Devils take on the Golden Bears at Haas Pavilion

Arizona State travels to Berkeley for a rare Sunday Pac-10 game that will also be Senior Day for the Cal team. Here's the preview for the game, which will be televised on Fox Sport Net at 12:30 p.m. PT.

Cal (19-6; 12-4) will honor seniors Joe Shipp, Brian Wethers and Donte Smith before their final game at Haas Pavilion and the Golden Bears will look to close out the home schedule with an important win against ASU (17-9; 9-6) that would assure the Bears of at least a third place finish in the Pac-10 final standings. Conversely, a Sun Devil victory would keep alive hopes of a tie for third, possible only if the team also gets a home sweep against Oregon next week coupled with a Cal loss to Stanford.

Another reason this game is so important is the fact that Oregon holds the tiebreaker against the Sun Devils in the event that both teams finish with the same record. That tiebreaker is determined by which team has beaten the best Pac-10 opponent and the Ducks defeated Stanford. Such a tie would slot ASU in the 5th spot in the Pac-10, important with respect to seeding by the NCAA selection committee. ASU can finish no worse than 5th in conference play.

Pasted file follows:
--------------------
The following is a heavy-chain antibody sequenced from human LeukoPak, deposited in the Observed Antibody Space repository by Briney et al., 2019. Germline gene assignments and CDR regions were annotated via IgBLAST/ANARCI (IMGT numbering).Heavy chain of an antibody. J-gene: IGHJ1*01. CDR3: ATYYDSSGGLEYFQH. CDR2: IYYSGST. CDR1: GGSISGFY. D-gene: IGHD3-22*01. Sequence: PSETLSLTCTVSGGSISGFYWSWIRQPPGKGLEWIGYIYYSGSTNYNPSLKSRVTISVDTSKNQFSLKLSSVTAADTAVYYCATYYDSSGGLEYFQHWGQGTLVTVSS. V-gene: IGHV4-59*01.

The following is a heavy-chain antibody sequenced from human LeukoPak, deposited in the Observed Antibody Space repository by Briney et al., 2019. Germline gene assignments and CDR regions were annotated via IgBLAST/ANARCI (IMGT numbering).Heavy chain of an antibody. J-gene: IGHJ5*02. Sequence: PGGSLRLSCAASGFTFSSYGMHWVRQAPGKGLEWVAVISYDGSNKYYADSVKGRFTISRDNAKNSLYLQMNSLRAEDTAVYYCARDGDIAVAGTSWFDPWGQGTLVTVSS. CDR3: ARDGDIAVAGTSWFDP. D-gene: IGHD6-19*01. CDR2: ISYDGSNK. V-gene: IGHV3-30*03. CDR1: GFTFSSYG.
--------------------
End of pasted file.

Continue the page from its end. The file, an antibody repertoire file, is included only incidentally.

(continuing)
In the aftermath of a decisive loss to Stanford on Thursday, Rob Evans has decided to make the most significant changes in the starting lineup all season. Kyle Dodd will start at the point guard position ahead of Jason Braxton and Donnell Knight will be benched in favor of Jamal Hill. While the play of Braxton and Knight have made their removal from the starting lineup reasonable, the decision might have also been easier for Evans considering the match-ups against Cal.

The Golden Bears starting point guard, 6'1 freshman Richard Midgley, is not a particularly big or athletic player and that bodes favorably for a switch to Dodd. He is, however, a steady offensive threat with the ball in his hands, and an able shooter, capable of easily knocking down the jumper out to the three point line when left unattended.

Defensively, Midgley is somewhat limited with regard to lateral mobility and that's something Dodd and Braxton should be able to take advantage of. It will be very important for the Devils to get middle penetration off the dribble against the Bears and the inability to do so is something that really hurt the continuity of the offense in losses to Stanford and Arizona.